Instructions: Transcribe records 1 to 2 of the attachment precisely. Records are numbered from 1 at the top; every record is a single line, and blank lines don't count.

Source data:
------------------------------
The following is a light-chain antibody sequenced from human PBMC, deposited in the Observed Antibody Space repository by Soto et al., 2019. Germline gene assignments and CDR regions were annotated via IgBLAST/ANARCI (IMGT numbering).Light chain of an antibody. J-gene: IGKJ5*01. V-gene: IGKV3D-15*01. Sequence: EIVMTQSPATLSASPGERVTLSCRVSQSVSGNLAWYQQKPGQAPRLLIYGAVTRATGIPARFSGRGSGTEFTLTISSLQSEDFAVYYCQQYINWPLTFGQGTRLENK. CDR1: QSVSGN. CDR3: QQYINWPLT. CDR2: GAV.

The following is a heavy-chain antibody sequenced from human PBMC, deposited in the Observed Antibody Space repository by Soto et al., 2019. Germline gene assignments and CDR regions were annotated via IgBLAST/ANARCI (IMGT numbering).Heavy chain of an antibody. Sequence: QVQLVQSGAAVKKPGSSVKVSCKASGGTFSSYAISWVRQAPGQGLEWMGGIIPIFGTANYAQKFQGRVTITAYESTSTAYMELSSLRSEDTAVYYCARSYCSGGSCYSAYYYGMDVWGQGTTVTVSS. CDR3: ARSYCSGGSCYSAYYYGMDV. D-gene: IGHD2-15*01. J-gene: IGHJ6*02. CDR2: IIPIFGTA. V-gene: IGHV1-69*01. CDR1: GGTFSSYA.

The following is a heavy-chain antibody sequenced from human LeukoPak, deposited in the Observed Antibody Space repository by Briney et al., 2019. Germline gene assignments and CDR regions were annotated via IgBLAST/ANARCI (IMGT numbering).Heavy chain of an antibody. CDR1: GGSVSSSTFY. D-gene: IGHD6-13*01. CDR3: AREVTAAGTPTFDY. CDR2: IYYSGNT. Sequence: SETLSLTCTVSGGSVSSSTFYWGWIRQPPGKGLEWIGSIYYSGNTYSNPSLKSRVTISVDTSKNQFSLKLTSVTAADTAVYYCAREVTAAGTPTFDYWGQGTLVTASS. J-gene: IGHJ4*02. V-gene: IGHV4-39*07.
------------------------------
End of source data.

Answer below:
The following is a light-chain antibody sequenced from human PBMC, deposited in the Observed Antibody Space repository by Soto et al., 2019. Germline gene assignments and CDR regions were annotated via IgBLAST/ANARCI (IMGT numbering).Light chain of an antibody. J-gene: IGKJ5*01. V-gene: IGKV3D-15*01. Sequence: EIVMTQSPATLSASPGERVTLSCRVSQSVSGNLAWYQQKPGQAPRLLIYGAVTRATGIPARFSGRGSGTEFTLTISSLQSEDFAVYYCQQYINWPLTFGQGTRLENK. CDR1: QSVSGN. CDR3: QQYINWPLT. CDR2: GAV.

The following is a heavy-chain antibody sequenced from human PBMC, deposited in the Observed Antibody Space repository by Soto et al., 2019. Germline gene assignments and CDR regions were annotated via IgBLAST/ANARCI (IMGT numbering).Heavy chain of an antibody. Sequence: QVQLVQSGAAVKKPGSSVKVSCKASGGTFSSYAISWVRQAPGQGLEWMGGIIPIFGTANYAQKFQGRVTITAYESTSTAYMELSSLRSEDTAVYYCARSYCSGGSCYSAYYYGMDVWGQGTTVTVSS. CDR3: ARSYCSGGSCYSAYYYGMDV. D-gene: IGHD2-15*01. J-gene: IGHJ6*02. CDR2: IIPIFGTA. V-gene: IGHV1-69*01. CDR1: GGTFSSYA.